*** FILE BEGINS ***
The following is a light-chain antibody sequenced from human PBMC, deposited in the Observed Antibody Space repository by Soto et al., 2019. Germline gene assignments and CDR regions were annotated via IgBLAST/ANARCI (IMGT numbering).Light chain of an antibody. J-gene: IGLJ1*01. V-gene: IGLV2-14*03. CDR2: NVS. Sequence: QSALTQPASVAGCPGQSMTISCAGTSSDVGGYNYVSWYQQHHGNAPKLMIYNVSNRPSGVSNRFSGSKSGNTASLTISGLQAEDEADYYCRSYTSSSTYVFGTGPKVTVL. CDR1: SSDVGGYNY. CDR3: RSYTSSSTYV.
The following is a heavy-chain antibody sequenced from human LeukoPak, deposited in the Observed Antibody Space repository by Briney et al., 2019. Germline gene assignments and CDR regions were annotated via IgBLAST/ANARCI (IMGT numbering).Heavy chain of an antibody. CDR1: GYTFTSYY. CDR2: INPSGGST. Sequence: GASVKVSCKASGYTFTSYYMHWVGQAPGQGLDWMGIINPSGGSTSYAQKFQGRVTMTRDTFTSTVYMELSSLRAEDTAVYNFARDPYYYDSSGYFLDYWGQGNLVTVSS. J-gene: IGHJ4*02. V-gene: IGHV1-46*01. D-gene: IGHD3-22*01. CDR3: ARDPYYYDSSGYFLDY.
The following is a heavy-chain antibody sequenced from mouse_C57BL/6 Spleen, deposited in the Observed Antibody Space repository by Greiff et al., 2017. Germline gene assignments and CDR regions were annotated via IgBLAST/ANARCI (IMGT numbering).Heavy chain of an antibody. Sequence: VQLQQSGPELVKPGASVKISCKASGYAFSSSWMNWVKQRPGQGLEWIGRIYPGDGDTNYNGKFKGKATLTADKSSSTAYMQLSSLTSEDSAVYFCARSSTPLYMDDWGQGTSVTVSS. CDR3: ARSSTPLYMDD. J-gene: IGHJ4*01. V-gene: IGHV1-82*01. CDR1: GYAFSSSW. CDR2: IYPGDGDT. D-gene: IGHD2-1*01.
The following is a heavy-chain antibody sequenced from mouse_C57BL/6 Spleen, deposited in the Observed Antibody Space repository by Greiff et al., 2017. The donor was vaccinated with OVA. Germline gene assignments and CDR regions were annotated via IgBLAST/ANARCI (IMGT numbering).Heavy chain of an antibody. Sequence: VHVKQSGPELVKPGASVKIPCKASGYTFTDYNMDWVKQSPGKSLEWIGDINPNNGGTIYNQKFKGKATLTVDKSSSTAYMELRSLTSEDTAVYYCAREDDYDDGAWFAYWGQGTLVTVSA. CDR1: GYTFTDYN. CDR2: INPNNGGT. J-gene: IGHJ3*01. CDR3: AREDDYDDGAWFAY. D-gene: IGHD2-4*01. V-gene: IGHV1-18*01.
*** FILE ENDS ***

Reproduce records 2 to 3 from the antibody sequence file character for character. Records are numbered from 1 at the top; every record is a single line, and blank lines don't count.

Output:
The following is a heavy-chain antibody sequenced from human LeukoPak, deposited in the Observed Antibody Space repository by Briney et al., 2019. Germline gene assignments and CDR regions were annotated via IgBLAST/ANARCI (IMGT numbering).Heavy chain of an antibody. CDR1: GYTFTSYY. CDR2: INPSGGST. Sequence: GASVKVSCKASGYTFTSYYMHWVGQAPGQGLDWMGIINPSGGSTSYAQKFQGRVTMTRDTFTSTVYMELSSLRAEDTAVYNFARDPYYYDSSGYFLDYWGQGNLVTVSS. J-gene: IGHJ4*02. V-gene: IGHV1-46*01. D-gene: IGHD3-22*01. CDR3: ARDPYYYDSSGYFLDY.
The following is a heavy-chain antibody sequenced from mouse_C57BL/6 Spleen, deposited in the Observed Antibody Space repository by Greiff et al., 2017. Germline gene assignments and CDR regions were annotated via IgBLAST/ANARCI (IMGT numbering).Heavy chain of an antibody. Sequence: VQLQQSGPELVKPGASVKISCKASGYAFSSSWMNWVKQRPGQGLEWIGRIYPGDGDTNYNGKFKGKATLTADKSSSTAYMQLSSLTSEDSAVYFCARSSTPLYMDDWGQGTSVTVSS. CDR3: ARSSTPLYMDD. J-gene: IGHJ4*01. V-gene: IGHV1-82*01. CDR1: GYAFSSSW. CDR2: IYPGDGDT. D-gene: IGHD2-1*01.